Action Envelopes Case Study

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REVIEW OF LITERATURE According to Sharon Newman (Chief Executive Officer) Seth is an American envelope and stationery supply company, founded in 1971 as Action Envelope. It transitioned to an online company in 2000. Action Envelope was founded in 1971 in the Queens borough of New York City, New York, by Ken Newman. After his death, the company would be run by his wife, CEO Sharon Newman, and their son, company president Seth Newman. The company was incorporated in 1976. Prior to moving online it was a smaller company than its competitors, focusing on selling directly to consumers instead of wholesale. The company launched its first website in 2000, and by 2001 was selling directly to consumers, corporations, organizations,…show more content…
Their use first became widespread in the UK when the British government took monopoly control of postal services and tasked Rowland Hill with its introduction. The new service was launched in May 1840 with a postage-paid machine-printed illustrated (or pictorial) version of the wrapper and the much-celebrated first adhesive postage stamp: the Penny Black- for the production of which the Jacob Perkins printing process was used to deter counter feting and forgery. The wrappers were printed and sold as a sheet of 12, with cutting the purchaser's task. Known as Macready stationery, because the illustration was created by the respected artist William Macready, the envelopes were withdrawn when the illustration was ridiculed and lampooned. Nevertheless the public apparently saw the convenience of the wrappers being available ready-shaped, and it must have been obvious that with the stamp available totally plain versions of the wrapper could be produced and postage prepaid by purchasing a stamp and affixing it to the wrapper once folded and secured. In this way although the postage-prepaid printed pictorial version died ignominiously, the diamond-shaped wrapper acquired de facto official status and…show more content…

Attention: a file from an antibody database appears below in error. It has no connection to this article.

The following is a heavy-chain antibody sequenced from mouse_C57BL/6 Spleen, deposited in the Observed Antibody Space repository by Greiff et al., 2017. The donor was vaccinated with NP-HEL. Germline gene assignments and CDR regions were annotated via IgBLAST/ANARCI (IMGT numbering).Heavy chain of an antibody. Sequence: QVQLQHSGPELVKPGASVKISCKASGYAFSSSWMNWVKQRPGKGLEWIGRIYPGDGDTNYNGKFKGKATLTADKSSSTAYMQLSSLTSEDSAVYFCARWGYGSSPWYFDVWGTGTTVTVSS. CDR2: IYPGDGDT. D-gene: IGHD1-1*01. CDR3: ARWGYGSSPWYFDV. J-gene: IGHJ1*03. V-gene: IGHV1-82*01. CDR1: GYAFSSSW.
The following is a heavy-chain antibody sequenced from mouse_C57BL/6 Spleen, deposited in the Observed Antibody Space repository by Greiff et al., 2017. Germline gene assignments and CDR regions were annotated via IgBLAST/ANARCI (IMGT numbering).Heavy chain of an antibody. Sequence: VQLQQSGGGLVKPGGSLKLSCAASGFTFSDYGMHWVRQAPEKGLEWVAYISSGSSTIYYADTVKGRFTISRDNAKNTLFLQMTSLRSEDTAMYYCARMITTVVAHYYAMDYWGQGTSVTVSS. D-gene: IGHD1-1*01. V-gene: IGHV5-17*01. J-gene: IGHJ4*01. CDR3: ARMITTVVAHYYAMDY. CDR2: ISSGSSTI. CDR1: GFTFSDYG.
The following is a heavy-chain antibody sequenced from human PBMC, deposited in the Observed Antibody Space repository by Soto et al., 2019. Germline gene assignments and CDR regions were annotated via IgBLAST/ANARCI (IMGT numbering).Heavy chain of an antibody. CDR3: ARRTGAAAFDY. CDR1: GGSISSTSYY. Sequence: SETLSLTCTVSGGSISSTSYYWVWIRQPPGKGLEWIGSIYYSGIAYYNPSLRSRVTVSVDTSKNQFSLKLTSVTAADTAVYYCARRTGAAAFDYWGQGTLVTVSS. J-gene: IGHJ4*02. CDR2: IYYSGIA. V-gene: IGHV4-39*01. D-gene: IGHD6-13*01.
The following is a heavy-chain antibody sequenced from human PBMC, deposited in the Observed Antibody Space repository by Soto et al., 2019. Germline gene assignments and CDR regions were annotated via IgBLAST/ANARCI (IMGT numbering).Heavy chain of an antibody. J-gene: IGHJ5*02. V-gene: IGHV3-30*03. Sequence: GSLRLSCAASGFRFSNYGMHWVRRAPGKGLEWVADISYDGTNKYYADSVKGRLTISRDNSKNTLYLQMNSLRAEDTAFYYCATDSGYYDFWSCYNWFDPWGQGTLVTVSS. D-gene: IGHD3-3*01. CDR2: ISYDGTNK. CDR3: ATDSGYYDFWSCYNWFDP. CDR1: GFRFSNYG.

In commercial printing the task of printing on machine-made envelopes is referred to as "overprinting" and is usually confined to the front of the envelope. If printing is required on all four flaps as well as the front, the process is referred to as "printing on the flat". Eye-catching illustrated envelopes or pictorial envelopes, the origins of which as an artistic genre can be attributed to the Mulready stationery - and which was printed in this way - are used extensively for direct mail. In this respect, direct mail envelopes have a shared history with propaganda envelopes (or "covers") as they are called by

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